'Dark Ice' Speeds Up Melting in Greenland (Photos)

"Dark ice" on the right side of the photo is rich with impurities like soot and dust.
"Dark ice" on the right side of the photo is rich with impurities like soot and dust. (Image credit: NASA Earth Observatory)

Ribbons of "dark ice" are exposed on the otherwise white, frozen landscape of Greenland every summer, and researchers think these bands could reveal how climate change will affect the huge island.

Climate scientists Johnny Ryan, from Aberystwyth University in the United Kingdom, and Jason Box, from the Geological Survey of Denmark and Greenland, camped out in tents for most of the summer in southwest Greenland to measure how well dark ice, which is rich with impurities, can reflect sunlight. Their work is part of the ongoing Dark Snow Project that scientists hope will reveal more about how climate change will influence the melting of Greenland's ice sheet.

A drone captured images of Ryan and Box's tents in August. A patch of dark ice is visible to the right of the campsite. And a close-up provides a look at the team's scientific equipment, such as spectrometers used to measure the reflectivity of the ice. NASA's Earth Observatory released the images on Oct. 28. [Photos: Under the Greenland Ice Sheet]

The Greenland Ice Sheet covers about 660,000 square miles (1.7 million square kilometers). That's about the size of the United States east of the Mississippi River. The giant ice layer covers most of Greenland year round. The only land that ever thaws out is a narrow strip near the coasts as some glaciers melt and dump out into the ocean. A few streams and melt ponds show up farther inland, along with patches of dark ice.

The clumps of dark ice in the photos are part of Greenland's permanent ice sheet — the one that doesn't melt even during the summer. When fresh snow piles up it can reflect about 86 percent of the sunlight that hits it. But the layer of dark ice that gets exposed during the summer can reflect as little as 30 percent of incoming sunlight. This means the dark ice absorbs more heat, warms up the surface much faster and accelerates melting.

The researchers camped out in tents for most of the summer and used a spectrometer to measure how reflective the surrounding ice was. (Image credit: NASA Earth Observatory)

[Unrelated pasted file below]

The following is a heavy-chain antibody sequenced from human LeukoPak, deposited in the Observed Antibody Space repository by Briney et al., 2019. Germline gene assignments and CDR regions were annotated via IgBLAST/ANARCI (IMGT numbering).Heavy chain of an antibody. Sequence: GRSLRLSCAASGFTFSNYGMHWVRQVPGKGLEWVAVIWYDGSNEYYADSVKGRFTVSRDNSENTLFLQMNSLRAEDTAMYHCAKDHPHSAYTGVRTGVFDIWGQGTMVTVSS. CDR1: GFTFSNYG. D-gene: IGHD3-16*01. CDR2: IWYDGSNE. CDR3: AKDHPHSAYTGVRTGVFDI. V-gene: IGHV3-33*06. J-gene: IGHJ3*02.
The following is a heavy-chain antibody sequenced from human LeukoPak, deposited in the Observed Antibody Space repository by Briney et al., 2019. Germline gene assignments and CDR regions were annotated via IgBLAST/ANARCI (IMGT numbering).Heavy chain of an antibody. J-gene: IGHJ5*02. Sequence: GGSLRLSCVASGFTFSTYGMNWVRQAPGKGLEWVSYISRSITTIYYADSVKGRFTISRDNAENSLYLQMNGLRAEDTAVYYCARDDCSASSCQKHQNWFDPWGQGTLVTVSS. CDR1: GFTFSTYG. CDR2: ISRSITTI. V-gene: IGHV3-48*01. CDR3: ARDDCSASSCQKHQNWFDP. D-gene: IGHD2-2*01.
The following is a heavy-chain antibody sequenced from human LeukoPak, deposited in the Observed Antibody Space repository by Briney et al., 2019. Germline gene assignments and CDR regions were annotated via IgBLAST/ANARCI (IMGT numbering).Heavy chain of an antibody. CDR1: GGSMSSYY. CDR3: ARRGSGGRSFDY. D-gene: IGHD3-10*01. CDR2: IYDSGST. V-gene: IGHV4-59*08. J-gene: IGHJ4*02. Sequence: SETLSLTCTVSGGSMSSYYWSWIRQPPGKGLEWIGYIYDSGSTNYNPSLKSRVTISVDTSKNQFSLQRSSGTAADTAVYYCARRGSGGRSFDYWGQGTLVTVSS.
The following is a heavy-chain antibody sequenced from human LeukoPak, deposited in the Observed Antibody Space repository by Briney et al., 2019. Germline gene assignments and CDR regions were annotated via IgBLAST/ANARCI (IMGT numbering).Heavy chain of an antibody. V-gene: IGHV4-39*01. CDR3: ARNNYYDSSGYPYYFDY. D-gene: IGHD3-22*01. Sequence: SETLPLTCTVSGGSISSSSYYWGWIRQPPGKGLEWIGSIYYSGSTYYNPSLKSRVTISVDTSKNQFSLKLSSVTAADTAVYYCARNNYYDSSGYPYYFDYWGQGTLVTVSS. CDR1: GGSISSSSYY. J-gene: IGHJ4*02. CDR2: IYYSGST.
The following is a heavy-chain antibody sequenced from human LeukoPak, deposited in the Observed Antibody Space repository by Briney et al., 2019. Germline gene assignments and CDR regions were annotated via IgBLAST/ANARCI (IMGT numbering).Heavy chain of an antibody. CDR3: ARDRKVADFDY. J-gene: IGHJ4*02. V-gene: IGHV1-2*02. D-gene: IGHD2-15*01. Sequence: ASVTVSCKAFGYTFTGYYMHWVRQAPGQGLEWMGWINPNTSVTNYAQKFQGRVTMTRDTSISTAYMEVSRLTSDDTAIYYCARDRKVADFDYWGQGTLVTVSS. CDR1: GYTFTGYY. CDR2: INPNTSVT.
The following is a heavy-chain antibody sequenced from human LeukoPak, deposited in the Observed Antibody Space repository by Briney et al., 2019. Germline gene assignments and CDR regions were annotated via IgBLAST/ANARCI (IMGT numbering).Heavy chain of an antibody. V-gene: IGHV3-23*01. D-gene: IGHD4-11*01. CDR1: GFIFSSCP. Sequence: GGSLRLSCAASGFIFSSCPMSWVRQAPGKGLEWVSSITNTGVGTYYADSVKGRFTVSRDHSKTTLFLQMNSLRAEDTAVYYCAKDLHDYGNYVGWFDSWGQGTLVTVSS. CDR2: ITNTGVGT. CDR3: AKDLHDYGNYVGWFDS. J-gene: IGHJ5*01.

Melting could be a serious problem. On average, Greenland's huge ice sheet is 1.4 miles (2.3 km) thick. It holds 8 percent of the world's fresh water and if all of it melted, sea levels would rise a whopping 24 feet (7.4 meters).

Ryan and Box discovered that the exposed dark ice appears so dark because it's full of impurities. The ice is mixed with dust, algae and soot from wildfires that blazed thousands of years ago.

"So what happened in the past is having a direct effect on how the ice sheet behaves today," Ryan said in a statement.

Understanding the reflectivity of ice will provide insight into how quickly climate change will affect Greenland's ice sheet melts. Most scientists estimate major melting won't happen for several hundred years, but little is known about how the melting will happen and how quickly it will happen.

"There's still a great deal we don't understand about the materials that darken the underlying ice sheet and how their presence will affect how the ice sheet behaves," Box said in a statement. "We don't, for instance, have good measurements of the relative abundance of dust, algae, and black carbon (soot) that we find in the areas with dark snow."

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Kelly Dickerson
Staff Writer
Kelly Dickerson is a staff writer for Live Science and Space.com. She regularly writes about physics, astronomy and environmental issues, as well as general science topics. Kelly is working on a Master of Arts degree at the City University of New York Graduate School of Journalism, and has a Bachelor of Science degree and Bachelor of Arts degree from Berry College. Kelly was a competitive swimmer for 13 years, and dabbles in skimboarding and long-distance running.